Louisiana garden and greenhouse owners have been told that the first winter frosts should not spell an end to their horticultural activities.
According to the Shreveport Times, there are a number of green-fingered activities to keep growers busy during November.
It suggests that cold-sensitive species should be covered with mulch or protected by a windbreak if they cannot be moved into the greenhouse for the winter.
The final harvest of warm season vegetables and flowers should be completed, while onions, radishes and garlic should be planted.
Gardeners can also take advantage of the colder months to have their tools sharpened and repaired so they are in full working order in time for spring.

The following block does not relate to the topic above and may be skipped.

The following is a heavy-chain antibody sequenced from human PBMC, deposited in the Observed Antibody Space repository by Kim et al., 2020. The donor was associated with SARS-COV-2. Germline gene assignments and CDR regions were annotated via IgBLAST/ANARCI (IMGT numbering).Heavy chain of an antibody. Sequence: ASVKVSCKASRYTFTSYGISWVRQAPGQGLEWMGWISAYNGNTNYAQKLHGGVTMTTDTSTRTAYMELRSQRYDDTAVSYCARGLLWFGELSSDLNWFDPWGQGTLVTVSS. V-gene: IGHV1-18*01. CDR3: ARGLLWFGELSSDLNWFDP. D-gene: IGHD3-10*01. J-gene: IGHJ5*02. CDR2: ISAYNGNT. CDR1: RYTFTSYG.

Similarly, fuel-powered equipment should be drained by leaving the motor running until the liquid burns out, meaning it is not left lying over winter.
Meanwhile, Hays County master gardener Linda Keese has told readers of the San Marcos Record that there are numerous public landscapes to admire in the Texas town.
She explained that the warm, wet fall has led to numerous wildflowers blooming late, creating a natural "work of art".